Happy New Year everyone!
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I’ve been thinking a lot about my relationship with my dad. I found this Christmas season hard because of our relationship. In a nutshell, I know he loves me. But he doesn’t understand me and I feel like he makes no effort to. This hurts. It feels like rejection.
Over the holidays I came up with some strategies to deal with it. You can use these if they apply:
1. I will accept the fact that I’ve always been hard to understand. I’m a complex person. I’ve always been described as an anomaly wrapped up in an enigma. I can’t even understand myself! Why should I expect any different from my dad? Maybe I should cut him some slack here.
2. I will stop thinking that not being understood always means rejection. My dad loves me as his son. I do think he rejects some of my ideas and the way I sometimes behave. I do feel I’ve disappointed him. But this doesn’t necessarily mean he rejects me totally.
3. I will assume that he does understand me at the capacity he is able to understand me. I am complicated and don’t fit into his categories. So he understands what he understands of me and the rest he ignores or rejects. I let this hurt me because I want to be totally loved and respected by him for everything that I am. But maybe this is an unreasonable expectation.
4. I will try to understand him. I know it’s not fair. He doesn’t sit me down and ask me where I’m coming from and why I think the way I do and am the way I am. But I can attempt to understand him. In fact, the more I understand him the more I understand why he doesn’t understand me. If I were him I wouldn’t understand me either. If I were in his shoes I would be just as baffled by me and maybe even disappointed in me too. In fact, he might think he understands me and that I’m just wrong. Simple as that!
5. I will make gestures, therefore, to make myself more understandable and explain my wrongness. He’s failed in trying to understand me or considering my point of view. Or at least he’s failed in letting me know that he’s trying. Or perhaps I’ve failed in seeing his efforts. But I am adult now and I can take steps to help him understand me. So this last week I sent him my new book Questions are the Answer. I hope he reads it. And if he does, I hope it helps him understand his complicated son better.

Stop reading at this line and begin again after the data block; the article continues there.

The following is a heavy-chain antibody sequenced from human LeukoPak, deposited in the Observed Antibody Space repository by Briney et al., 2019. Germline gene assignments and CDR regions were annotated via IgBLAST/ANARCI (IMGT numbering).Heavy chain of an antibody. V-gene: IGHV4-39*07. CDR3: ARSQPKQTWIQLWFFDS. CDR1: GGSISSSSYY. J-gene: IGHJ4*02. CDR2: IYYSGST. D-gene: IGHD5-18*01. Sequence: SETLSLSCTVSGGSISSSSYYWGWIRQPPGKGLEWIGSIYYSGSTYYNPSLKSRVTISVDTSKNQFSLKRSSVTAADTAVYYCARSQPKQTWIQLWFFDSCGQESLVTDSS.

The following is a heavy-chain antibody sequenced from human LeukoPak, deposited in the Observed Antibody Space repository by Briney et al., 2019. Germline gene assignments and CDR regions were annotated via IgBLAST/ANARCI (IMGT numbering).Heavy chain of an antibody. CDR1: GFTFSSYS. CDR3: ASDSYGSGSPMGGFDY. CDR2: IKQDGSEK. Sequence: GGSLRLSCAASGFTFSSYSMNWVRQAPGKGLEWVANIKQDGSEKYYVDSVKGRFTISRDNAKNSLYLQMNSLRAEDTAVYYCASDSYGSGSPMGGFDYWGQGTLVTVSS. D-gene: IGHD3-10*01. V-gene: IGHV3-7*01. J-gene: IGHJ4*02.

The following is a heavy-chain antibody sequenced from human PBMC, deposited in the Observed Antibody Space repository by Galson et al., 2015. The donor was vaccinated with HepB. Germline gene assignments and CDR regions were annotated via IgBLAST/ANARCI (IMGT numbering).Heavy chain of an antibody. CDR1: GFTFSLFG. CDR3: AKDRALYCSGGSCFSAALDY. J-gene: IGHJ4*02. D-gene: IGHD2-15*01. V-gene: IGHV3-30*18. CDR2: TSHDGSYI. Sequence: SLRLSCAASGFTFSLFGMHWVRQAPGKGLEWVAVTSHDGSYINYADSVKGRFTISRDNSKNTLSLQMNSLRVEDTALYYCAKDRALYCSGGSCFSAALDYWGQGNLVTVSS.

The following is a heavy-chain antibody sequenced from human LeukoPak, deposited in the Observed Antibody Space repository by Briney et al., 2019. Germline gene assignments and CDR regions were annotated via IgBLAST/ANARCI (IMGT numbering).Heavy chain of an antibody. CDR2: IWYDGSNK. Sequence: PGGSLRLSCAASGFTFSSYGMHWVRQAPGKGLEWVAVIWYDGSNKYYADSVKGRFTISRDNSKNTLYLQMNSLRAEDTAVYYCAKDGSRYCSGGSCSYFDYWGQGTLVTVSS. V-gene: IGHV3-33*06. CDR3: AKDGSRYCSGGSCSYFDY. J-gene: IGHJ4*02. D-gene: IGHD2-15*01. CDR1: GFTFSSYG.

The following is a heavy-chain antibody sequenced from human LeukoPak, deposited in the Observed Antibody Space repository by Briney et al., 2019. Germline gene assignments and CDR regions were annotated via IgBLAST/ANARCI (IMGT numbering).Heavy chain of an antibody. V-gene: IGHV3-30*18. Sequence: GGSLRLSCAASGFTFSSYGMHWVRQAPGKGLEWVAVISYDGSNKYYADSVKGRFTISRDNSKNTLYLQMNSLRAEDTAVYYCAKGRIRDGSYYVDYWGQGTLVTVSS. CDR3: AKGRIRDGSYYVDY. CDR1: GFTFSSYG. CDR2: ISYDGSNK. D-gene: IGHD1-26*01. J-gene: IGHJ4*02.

6. I will let go of my fantasy. Much of our suffering is caused by holding on to our fantasies. I have a fantasy about my father that remains a fantasy. He isn’t been the father I fantasize about. But he is the father I have. If I let go of the fantasy, I release my expectations not only from myself but from him too. Can I receive him and love him as he is? I’ve wished for that from him, so the least I can do is do that for him.
7. I will realize this may open the door to further misunderstanding. I am an expert in avoiding conflict. You wouldn’t think so because I seem to be in the middle of it all the time. This is how I’ve navigated around my dad… by avoiding the controversial. So, opening the door from my side opens the door to his as well. I may need to be prepared to be true to myself while speaking about difficult issues. Perhaps I can practice a zen-like emotional detachment while doing it. I can be thinking that he loves me but is confused about me. I think I can do this. If necessary.
The truth is, this is one of my goals for 2016. Not just for my father, but for everyone. People always tell me I confuse them. I frequently get asked what I believe. So this year I want to try to articulate myself more clearly and fully. I want to write my z-theory… articulate a good, concise explanation of my philosophy and theology. My statement.
I’m not suggesting this is going to be easy with my dad and with others. It’s not. The fantasy is very attractive and clings like glue.
But, I’m going to try. That’s all I ask from others. So that’s all I’ll ask of myself. To try.
And, there’s also this: my own children may need to apply these strategies when it comes to me. Who knows?! I don’t think so. But my sincerity doesn’t make me innocent. I might be thinking I understand them or am trying, but they might believe I haven’t made enough effort. We all have room to grow.
I hope you found this helpful!
Much love and happiness in the new year.